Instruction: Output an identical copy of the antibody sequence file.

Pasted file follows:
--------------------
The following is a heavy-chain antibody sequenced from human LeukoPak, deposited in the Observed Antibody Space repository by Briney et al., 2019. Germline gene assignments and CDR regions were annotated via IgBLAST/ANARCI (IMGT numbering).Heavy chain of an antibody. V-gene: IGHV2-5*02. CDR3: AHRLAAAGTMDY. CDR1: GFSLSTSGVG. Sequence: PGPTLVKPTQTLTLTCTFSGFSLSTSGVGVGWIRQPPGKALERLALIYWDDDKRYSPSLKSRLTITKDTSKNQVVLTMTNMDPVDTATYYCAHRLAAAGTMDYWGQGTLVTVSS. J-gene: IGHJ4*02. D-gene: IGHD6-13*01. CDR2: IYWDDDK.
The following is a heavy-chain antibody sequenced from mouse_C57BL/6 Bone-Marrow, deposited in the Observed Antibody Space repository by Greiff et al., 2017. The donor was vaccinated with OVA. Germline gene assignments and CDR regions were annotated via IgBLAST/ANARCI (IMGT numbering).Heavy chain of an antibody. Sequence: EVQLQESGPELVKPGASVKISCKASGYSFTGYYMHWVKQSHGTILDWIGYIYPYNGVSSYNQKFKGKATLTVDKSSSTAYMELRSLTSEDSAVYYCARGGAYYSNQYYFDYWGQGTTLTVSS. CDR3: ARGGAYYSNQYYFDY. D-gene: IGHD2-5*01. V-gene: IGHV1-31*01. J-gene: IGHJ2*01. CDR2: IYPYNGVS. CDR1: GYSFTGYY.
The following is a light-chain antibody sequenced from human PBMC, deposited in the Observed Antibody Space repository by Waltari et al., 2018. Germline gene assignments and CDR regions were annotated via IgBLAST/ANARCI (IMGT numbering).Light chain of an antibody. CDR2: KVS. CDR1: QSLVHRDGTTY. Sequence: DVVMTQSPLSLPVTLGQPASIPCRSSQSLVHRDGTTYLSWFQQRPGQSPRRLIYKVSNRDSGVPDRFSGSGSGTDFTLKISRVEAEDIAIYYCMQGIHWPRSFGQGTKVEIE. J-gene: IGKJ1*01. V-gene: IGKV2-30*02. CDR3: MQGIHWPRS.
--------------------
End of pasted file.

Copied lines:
The following is a heavy-chain antibody sequenced from human LeukoPak, deposited in the Observed Antibody Space repository by Briney et al., 2019. Germline gene assignments and CDR regions were annotated via IgBLAST/ANARCI (IMGT numbering).Heavy chain of an antibody. V-gene: IGHV2-5*02. CDR3: AHRLAAAGTMDY. CDR1: GFSLSTSGVG. Sequence: PGPTLVKPTQTLTLTCTFSGFSLSTSGVGVGWIRQPPGKALERLALIYWDDDKRYSPSLKSRLTITKDTSKNQVVLTMTNMDPVDTATYYCAHRLAAAGTMDYWGQGTLVTVSS. J-gene: IGHJ4*02. D-gene: IGHD6-13*01. CDR2: IYWDDDK.
The following is a heavy-chain antibody sequenced from mouse_C57BL/6 Bone-Marrow, deposited in the Observed Antibody Space repository by Greiff et al., 2017. The donor was vaccinated with OVA. Germline gene assignments and CDR regions were annotated via IgBLAST/ANARCI (IMGT numbering).Heavy chain of an antibody. Sequence: EVQLQESGPELVKPGASVKISCKASGYSFTGYYMHWVKQSHGTILDWIGYIYPYNGVSSYNQKFKGKATLTVDKSSSTAYMELRSLTSEDSAVYYCARGGAYYSNQYYFDYWGQGTTLTVSS. CDR3: ARGGAYYSNQYYFDY. D-gene: IGHD2-5*01. V-gene: IGHV1-31*01. J-gene: IGHJ2*01. CDR2: IYPYNGVS. CDR1: GYSFTGYY.
The following is a light-chain antibody sequenced from human PBMC, deposited in the Observed Antibody Space repository by Waltari et al., 2018. Germline gene assignments and CDR regions were annotated via IgBLAST/ANARCI (IMGT numbering).Light chain of an antibody. CDR2: KVS. CDR1: QSLVHRDGTTY. Sequence: DVVMTQSPLSLPVTLGQPASIPCRSSQSLVHRDGTTYLSWFQQRPGQSPRRLIYKVSNRDSGVPDRFSGSGSGTDFTLKISRVEAEDIAIYYCMQGIHWPRSFGQGTKVEIE. J-gene: IGKJ1*01. V-gene: IGKV2-30*02. CDR3: MQGIHWPRS.